Justice must be fought for, Dalai Lama tells lawyers
How can the words of the Dalai Lama and the adversarial system be reconciled by London’s leading litigators? The zen world of the Tibetan spiritual leader can hardly be called compatible with the cut-throat battles of the High Court, where to be called a rottweiler is taken as a compliment.
Yet speaking to an audience of well-heeled lawyers at the London School of Economics (LSE) last week the Dalai Lama sought to extol the virtues of humanity and encourage lawyers to embrace their inner spirit.
“At a fundamental level we’re all the same,” he said, adding that justice can only be achieved if it is fought for – a timely reminder to rich and powerful suits that fulfilling the stereotypically aloof advocate role is unwelcome.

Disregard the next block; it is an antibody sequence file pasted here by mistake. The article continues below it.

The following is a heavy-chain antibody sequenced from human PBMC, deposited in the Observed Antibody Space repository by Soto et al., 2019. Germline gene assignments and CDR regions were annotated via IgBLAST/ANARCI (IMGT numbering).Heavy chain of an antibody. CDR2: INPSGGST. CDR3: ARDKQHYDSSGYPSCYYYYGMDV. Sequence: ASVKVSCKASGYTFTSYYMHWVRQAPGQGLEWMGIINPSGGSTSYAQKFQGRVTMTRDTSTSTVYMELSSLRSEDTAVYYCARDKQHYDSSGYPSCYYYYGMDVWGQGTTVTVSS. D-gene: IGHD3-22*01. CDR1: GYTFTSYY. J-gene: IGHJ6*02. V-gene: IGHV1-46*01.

This went down rather well with the silks at Matrix.
“We should recognise our humanity and the humanity of others within the process and act with integrity, kindness and respect,” Matrix silk Tom Linden QC commented.
But for some the concept seems at odds with the make-up of a litigator. Raza Husain QC noted that it is for lawyers with power and influence to behave more compassionately.
“The Dalai Lama identified how the law can be used to represent the weakest in society,” he said.
Lawyers, then, should embrace the spiritual wonder of the world, behave compassionately towards others and it will go full circle – perhaps even coming back through a positive ruling.